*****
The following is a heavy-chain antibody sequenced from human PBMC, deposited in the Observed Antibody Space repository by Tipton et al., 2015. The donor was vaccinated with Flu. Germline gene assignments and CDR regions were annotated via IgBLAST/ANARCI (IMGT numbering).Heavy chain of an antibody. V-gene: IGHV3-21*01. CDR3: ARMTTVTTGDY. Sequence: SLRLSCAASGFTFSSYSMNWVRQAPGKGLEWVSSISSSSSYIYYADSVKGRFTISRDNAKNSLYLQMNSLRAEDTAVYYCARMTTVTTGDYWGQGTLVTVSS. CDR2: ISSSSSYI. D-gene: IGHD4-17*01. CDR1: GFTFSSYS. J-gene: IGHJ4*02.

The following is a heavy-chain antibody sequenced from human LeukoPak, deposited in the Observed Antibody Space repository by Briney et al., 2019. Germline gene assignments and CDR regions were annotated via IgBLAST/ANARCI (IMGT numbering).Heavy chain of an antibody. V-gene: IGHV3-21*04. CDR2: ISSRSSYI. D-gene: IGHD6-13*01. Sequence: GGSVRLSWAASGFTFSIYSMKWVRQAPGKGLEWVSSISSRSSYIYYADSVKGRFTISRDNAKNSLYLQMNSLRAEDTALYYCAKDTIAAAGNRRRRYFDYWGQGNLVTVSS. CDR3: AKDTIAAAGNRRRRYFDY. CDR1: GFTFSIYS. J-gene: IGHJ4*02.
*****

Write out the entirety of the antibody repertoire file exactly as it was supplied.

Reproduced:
The following is a heavy-chain antibody sequenced from human PBMC, deposited in the Observed Antibody Space repository by Tipton et al., 2015. The donor was vaccinated with Flu. Germline gene assignments and CDR regions were annotated via IgBLAST/ANARCI (IMGT numbering).Heavy chain of an antibody. V-gene: IGHV3-21*01. CDR3: ARMTTVTTGDY. Sequence: SLRLSCAASGFTFSSYSMNWVRQAPGKGLEWVSSISSSSSYIYYADSVKGRFTISRDNAKNSLYLQMNSLRAEDTAVYYCARMTTVTTGDYWGQGTLVTVSS. CDR2: ISSSSSYI. D-gene: IGHD4-17*01. CDR1: GFTFSSYS. J-gene: IGHJ4*02.

The following is a heavy-chain antibody sequenced from human LeukoPak, deposited in the Observed Antibody Space repository by Briney et al., 2019. Germline gene assignments and CDR regions were annotated via IgBLAST/ANARCI (IMGT numbering).Heavy chain of an antibody. V-gene: IGHV3-21*04. CDR2: ISSRSSYI. D-gene: IGHD6-13*01. Sequence: GGSVRLSWAASGFTFSIYSMKWVRQAPGKGLEWVSSISSRSSYIYYADSVKGRFTISRDNAKNSLYLQMNSLRAEDTALYYCAKDTIAAAGNRRRRYFDYWGQGNLVTVSS. CDR3: AKDTIAAAGNRRRRYFDY. CDR1: GFTFSIYS. J-gene: IGHJ4*02.